After a brief break between regular session and June's special session, we were at it again! During June’s special session, all the legislators were back in Tallahassee. There was talk of healthcare legislation, and we kept a close eye on language that was being considered. In the mean time, we also used this opportunity to speak with multiple legislators and their staff about the possibility of our own bill for next session to further protect our practice.
Here’s the good news - special session ended and there was no legislation passed that would step on our practice act. We are good for now. Whew, thank God!
Now it’s time for our summer initiative.
The summer brings opportunity to be “at the table” and put ourselves in front of policy-makers and staff at the department of health, and other agencies that are involved in the regulation and enforcement of healthcare policy and laws.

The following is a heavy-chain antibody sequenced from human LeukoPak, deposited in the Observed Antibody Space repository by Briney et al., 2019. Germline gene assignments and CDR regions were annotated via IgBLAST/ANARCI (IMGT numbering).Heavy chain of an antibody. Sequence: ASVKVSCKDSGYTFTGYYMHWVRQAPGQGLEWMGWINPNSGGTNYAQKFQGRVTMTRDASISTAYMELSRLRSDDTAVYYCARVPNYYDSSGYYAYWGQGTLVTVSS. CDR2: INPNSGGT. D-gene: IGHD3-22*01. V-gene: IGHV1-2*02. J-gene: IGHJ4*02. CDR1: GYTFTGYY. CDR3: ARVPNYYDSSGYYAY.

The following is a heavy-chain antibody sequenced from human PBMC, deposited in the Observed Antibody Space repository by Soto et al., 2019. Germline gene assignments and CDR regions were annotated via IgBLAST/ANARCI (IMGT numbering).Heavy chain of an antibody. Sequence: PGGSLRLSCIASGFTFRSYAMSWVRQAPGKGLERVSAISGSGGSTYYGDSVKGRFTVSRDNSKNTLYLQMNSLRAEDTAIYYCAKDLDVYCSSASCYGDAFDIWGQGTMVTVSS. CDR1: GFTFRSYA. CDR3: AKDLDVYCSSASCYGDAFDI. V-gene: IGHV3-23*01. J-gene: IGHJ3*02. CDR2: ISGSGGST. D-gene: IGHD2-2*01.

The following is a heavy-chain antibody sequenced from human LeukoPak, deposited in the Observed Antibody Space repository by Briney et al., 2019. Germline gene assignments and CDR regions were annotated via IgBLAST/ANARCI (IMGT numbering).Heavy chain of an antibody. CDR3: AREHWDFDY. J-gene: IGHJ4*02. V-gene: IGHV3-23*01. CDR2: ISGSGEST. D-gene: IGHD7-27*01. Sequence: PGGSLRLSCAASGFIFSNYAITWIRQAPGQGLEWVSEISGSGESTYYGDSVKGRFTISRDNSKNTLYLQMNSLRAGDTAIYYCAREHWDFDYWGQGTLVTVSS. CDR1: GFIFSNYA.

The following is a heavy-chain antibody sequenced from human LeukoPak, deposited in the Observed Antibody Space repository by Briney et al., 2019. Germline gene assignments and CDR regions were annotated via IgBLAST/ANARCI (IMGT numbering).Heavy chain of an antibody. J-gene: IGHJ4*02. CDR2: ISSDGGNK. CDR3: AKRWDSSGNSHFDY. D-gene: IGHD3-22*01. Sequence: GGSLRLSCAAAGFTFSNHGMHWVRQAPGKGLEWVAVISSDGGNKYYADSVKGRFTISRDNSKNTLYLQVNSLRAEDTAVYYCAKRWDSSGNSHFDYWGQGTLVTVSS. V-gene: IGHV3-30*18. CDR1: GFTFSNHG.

During the past few years, we’ve used this time of year to make ourselves known, and to educate those “at the top” about the practice of Acupuncture and Oriental Medicine. This is necessary so they are aware of who we are and what we do and who to go to for information when policy issues arise that affect our practice.
It continues to amaze me how many, who work in government offices that regulate healthcare policy, still have no idea that we are licensed primary care providers!
We are also keeping a close watch on the various allied healthcare regulatory boards, like the Physical Therapy board, as well as others. This is where, in other states, dry needling has been gaining popularity, and not just with the PTs - other healthcare providers are looking at it too!